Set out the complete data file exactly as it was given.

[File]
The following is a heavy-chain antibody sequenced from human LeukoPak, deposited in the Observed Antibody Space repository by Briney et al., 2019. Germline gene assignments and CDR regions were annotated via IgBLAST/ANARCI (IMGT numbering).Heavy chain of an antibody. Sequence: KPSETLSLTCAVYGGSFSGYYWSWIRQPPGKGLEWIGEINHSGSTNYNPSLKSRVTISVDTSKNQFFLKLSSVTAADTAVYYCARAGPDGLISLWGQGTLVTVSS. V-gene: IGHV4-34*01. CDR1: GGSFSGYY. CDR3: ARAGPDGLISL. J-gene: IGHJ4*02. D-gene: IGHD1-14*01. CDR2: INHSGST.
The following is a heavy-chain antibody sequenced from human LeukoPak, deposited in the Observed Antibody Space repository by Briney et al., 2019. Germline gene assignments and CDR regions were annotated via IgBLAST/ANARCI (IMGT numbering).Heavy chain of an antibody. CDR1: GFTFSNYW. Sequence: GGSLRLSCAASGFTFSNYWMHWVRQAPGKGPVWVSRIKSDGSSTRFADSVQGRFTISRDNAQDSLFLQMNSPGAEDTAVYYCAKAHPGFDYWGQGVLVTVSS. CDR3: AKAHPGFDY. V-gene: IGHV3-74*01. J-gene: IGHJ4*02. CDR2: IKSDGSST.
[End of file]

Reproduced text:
The following is a heavy-chain antibody sequenced from human LeukoPak, deposited in the Observed Antibody Space repository by Briney et al., 2019. Germline gene assignments and CDR regions were annotated via IgBLAST/ANARCI (IMGT numbering).Heavy chain of an antibody. Sequence: KPSETLSLTCAVYGGSFSGYYWSWIRQPPGKGLEWIGEINHSGSTNYNPSLKSRVTISVDTSKNQFFLKLSSVTAADTAVYYCARAGPDGLISLWGQGTLVTVSS. V-gene: IGHV4-34*01. CDR1: GGSFSGYY. CDR3: ARAGPDGLISL. J-gene: IGHJ4*02. D-gene: IGHD1-14*01. CDR2: INHSGST.
The following is a heavy-chain antibody sequenced from human LeukoPak, deposited in the Observed Antibody Space repository by Briney et al., 2019. Germline gene assignments and CDR regions were annotated via IgBLAST/ANARCI (IMGT numbering).Heavy chain of an antibody. CDR1: GFTFSNYW. Sequence: GGSLRLSCAASGFTFSNYWMHWVRQAPGKGPVWVSRIKSDGSSTRFADSVQGRFTISRDNAQDSLFLQMNSPGAEDTAVYYCAKAHPGFDYWGQGVLVTVSS. CDR3: AKAHPGFDY. V-gene: IGHV3-74*01. J-gene: IGHJ4*02. CDR2: IKSDGSST.